• Networking is key in this industry, but it’s easier than you think. People are always more open that you’d expect, and proactiveness will take you far. Be interested in others, and always be nice!


  • Keep an open mind about publishing houses - just because you’re not a scientist doesn’t mean you can’t consider medical journal publishing or a science textbook publisher. You never know what you might love, so take every opportunity. Consider your skills before your subject.
  • Working for a small versus a large publishing house is an entirely different experience. Know what motivates you - would you rather do a bit of everything, or have a defined role in a large company?
  • Publishing often feels like a tight-knit industry - go to networking events, as the more people see your face, the more likely they are to come up to you.
  • If you know publishing is your thing, it may be worthwhile to do a specific masters course, or an evening part-time course. The skills you gain will demonstrate you’re ready for the technical abilities required.
  • There is so much more to publishing than just editorial. Do some research: maybe you’ll discover your place in production, distribution, sales or marketing.
  • There are many sub-sectors: academic publishing, journals, books, magazines, just to name a few. You will likely find more opportunities to move around within a sub-sector than between them mid-career, so take the time to do internships in order to discover what’s right for you.

Unsplash / Water journal

AND IF YOU READ ONE THING: The catch-all tips brought up repeatedly by the pros

  • Consider what success looks like to you: how do you want to work? In what kind of environment? What do you want from the job or company?
  • Never underestimate the power of having a coffee with someone: reach out, ask for 15 minutes of someone’s time, make it as convenient as possible, and show a real interest in them and their job.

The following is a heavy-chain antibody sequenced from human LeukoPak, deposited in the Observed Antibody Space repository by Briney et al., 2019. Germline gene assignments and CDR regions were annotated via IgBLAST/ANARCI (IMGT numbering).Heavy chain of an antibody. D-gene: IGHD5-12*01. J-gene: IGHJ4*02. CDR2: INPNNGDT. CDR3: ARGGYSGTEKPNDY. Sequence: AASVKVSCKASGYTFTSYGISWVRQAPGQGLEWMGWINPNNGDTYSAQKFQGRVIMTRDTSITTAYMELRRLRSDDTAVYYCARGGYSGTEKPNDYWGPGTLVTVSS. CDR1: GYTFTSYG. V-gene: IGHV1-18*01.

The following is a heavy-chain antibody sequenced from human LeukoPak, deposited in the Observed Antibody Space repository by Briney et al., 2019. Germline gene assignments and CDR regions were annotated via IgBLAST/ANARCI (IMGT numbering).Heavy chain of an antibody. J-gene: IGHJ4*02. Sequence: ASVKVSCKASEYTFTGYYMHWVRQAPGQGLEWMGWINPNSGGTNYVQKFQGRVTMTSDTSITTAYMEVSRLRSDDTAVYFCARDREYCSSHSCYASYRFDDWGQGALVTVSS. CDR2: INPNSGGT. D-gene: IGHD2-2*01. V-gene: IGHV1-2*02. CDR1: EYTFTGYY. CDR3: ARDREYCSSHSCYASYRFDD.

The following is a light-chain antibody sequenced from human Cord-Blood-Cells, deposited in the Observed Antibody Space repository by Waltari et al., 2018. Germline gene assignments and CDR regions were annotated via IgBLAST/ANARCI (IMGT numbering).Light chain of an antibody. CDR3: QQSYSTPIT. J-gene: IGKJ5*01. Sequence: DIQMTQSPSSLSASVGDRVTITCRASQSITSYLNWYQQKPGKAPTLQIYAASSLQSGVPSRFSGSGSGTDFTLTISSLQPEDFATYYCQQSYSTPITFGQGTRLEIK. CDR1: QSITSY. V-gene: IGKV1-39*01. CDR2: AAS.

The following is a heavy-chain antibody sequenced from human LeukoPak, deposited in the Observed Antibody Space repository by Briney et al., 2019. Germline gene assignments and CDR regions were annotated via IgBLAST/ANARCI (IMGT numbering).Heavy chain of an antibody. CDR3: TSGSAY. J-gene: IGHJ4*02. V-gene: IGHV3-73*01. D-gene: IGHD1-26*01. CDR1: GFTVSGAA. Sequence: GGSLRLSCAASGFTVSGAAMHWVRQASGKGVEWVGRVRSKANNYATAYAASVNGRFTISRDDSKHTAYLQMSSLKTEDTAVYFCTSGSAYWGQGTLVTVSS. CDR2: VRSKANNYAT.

• What comes first: the job or the experience? If you find yourself in the paradox of job searching - being rejected from entry level jobs for ‘lack of experience’ - create your own opportunities. Begin a consistent blog, start a new society, build a website, approach smaller organisations and offer to help out for free.
  • Your degree isn’t ‘worthless’: remember that presentation group that was the bane of your life? The extensive research for your diss? Guess what: that’s teamwork, presentation skills, research organisation and personal time management. Recognising the non-academic skills you learnt from your degree isn’t naff; bring it up as evidence that the job would be safe in your hands.
  • Make the most of networking online: Don’t be shy about joining groups on LinkedIn to get an insider view of an industry, and use social media to keep connections going.
  • Show your side hustle: companies are increasingly interested in what makes us unique. Be vocal about your penchant for pottery, your cafe reviewing obsession, or your love for filmmaking - it could even become a part of your work.

(Featured image credits: Unsplash / William Iven)

Do you have any tips for finding work in the arts? Let us know in the comments below or on social media.